Tommy Byrne on the mound for the New York Yankees
Bridging the Two-Way Gap

Bridging the Two-Way Gap: Tommy Byrne

Tommy Byrne was 13 seasons into his professional baseball career when he made the switch from a pitcher who pinch-hit from time to time to a full-fledged two-way player. It makes perfect sense that he would adopt two-way play in 1954 in the Pacific Coast League. At the time the PCL was an independent league and viewed in some ways as an outlaw league. There wasn’t anything outlaw about the PCL, rather the PCL was attempting to challenge the status quo and obtain major league status. They weren’t successful, but being a rather large unaffiliated league looking to make a splash meant trying a lot of ideas that would otherwise be discarded.

1954 was the only season that Byrne would take a crack at being a two-way player. Seattle Rainiers manager Jerry Priddy didn’t have much to lose as the Rainiers weren’t a good team. They finished near the bottom of the pack in the west coast league and never threatened to be anything more than mediocre. With nothing to worry about as far as the pennant race was concerned Priddy gave Byrne every chance to succeed as a two-way player.

Succeed is exactly what Byrne did as he was a heck of a player on both sides of the ball. As a pitcher, he threw 260.1 innings and managed a 3.15 ERA. He finished the season with 24 complete games and 1 shutout. Byrne’s K/9 wasn’t that stellar, 6.9, and it was further hurt by a BB/9 of 4.1. Still, Byrne was a dependable arm who ate up innings and was overall pretty darn good on the mound. In 5 games in the outfield and 13 at first base, Byrne slashed .295/.347/.494. The lefty bopped 7 homers in 196 plate appearances and looked very much like someone who knew how to handle the bat.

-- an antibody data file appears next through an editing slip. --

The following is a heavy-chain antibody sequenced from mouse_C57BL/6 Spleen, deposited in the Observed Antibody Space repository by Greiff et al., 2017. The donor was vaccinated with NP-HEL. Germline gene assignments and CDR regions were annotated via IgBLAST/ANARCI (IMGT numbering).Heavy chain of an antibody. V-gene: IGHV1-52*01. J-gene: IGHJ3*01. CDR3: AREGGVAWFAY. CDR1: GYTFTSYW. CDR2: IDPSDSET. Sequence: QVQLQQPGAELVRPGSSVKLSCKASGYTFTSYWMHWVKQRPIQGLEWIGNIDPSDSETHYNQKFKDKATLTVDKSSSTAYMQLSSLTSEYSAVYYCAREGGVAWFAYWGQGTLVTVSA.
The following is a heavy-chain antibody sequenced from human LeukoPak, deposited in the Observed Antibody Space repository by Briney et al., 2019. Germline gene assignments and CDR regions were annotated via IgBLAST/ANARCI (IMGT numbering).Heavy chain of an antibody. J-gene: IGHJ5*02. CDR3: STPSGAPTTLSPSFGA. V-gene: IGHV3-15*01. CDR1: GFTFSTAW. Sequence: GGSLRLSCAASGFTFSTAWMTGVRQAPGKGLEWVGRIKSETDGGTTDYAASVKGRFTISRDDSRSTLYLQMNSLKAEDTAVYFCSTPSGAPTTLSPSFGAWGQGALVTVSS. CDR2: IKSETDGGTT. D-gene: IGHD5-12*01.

Late in the ‘54 season, Byrne was signed by the New York Yankees and it was clear, he was there to pitch. The Yankees would let Byrnes pinch hit but whatever hope there had been of Byrnes as a two-way player were snuffed out by his time in the Bronx. A career of solid hitting and pitching culminated in a lone season of solid two-way production. That’s not a lot to go on but, it’s enough to make me think that Byrne would have been a pretty good regular two-way player.

Lead photo courtesy of Unknown – Unknown

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Bill Thompson
Father (human/feline/canine), husband, Paramedic, Socialist, writer Internet Baseball Writers Association of America and Off the Bench Baseball; freelance writer at various online and print publications. Member Internet Baseball Writers Association of America & Society for American Baseball Research.

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